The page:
In a recent survey by Knowbe4, ransomware has become one of the biggest concerns for business executives. In 2013, for example, $27 million was paid out when Cryptolocker began its life. Eighteen months later, that number jumped to $325 Million.
A single piece of ransomware that’s popular called the RSA 2048 would need an estimated 6 Quadrillion years to decrypt and remove without the ransom keys. The trick is to know how to limit the damage when you are infected.
- Identifying a Ransomware virus: Many ransomwares begin the same way. Through social engineering and phishing, they make an email look legitimate thus tricking users into clicking infected files. The ransomware, once open, infects the computer and makes files inaccessible before showing a sign they are locked down and encrypted. Emails, free downloads and infecting your remote desktop protocols are the easiest ways for this to occur. A ransomware virus will provide a popup screen with instructions on what to do in order to unlock your files including the amount you have to pay.
- Limiting the damage: Once infected, limit the scope. Disconnect your WIFI, Bluetooth and any network connections viruses like this can spread throughout other computers on your networks, including desktops and even your back-ups. Shutting down all your computers on your network just might be possible but your IT team should be notified immediately to determine the extent of the problem, and what files and users are infected. Part of the investigation (Forensics), will determine where the virus came through, such as emails, external drives, USB memory sticks and other storage devices. It will be necessary to determine what happened and the type of ransomware before you determine how to limit further damage and what to do next. Finally try and locate backups.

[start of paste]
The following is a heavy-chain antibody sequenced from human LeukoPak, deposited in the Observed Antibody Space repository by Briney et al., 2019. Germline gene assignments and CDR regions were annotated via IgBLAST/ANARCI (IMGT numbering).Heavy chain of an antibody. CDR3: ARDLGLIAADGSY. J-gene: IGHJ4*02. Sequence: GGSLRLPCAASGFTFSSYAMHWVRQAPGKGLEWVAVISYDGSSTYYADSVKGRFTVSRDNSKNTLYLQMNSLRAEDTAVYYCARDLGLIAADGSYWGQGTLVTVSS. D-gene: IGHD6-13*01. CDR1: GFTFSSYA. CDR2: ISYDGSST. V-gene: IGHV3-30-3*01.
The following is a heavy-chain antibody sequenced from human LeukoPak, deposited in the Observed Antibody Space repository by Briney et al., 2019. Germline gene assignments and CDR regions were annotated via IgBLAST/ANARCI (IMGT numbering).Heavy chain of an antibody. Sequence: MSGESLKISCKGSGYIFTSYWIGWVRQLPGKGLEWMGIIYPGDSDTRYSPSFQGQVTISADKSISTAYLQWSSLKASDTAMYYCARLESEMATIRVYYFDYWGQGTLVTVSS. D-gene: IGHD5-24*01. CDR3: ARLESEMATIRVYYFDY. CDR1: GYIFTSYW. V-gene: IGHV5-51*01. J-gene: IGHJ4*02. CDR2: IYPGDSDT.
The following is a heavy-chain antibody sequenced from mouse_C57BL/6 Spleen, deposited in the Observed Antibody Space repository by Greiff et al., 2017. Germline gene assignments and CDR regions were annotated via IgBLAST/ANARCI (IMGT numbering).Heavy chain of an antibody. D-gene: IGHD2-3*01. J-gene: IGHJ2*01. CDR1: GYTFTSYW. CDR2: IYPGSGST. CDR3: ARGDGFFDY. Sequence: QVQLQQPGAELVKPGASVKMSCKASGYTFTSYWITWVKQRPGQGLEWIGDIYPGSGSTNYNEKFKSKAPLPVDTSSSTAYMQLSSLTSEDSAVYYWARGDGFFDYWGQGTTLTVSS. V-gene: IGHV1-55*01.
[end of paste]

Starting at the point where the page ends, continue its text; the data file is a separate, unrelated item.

- First response- You have multiple options to consider when restoring functionality:
- Restore it from a backup: Using shadow files and restore it from a restore point. There is a danger in that ransomware might destroy these shadow copies then clean up your computer.
- Decrypting it: This involves getting an outside company to come in and find the right key to unlock it.
- Do Nothing: Essentially give up the computer in its current state. This involves running virus scans several times or wiping the hard drive and rebuilding. This could be a boon as your IT specialist could find the decryption key. Take the steps to prevent it, with new antivirus software and training your staff.
- Pay the ransom: Many security companies recommend against it, but if your desperate and you have the funds, pay it and the ransomware will go away. Even though this is what they want, this maybe your only recourse.
Ransomware is highly dangerous and ever changing. The best defense to be prepared for it. If you are breached take the steps necessary to limit the scope and scale of the attack.
 The Above is taken from the Knowbe4 Hostage Rescue Manual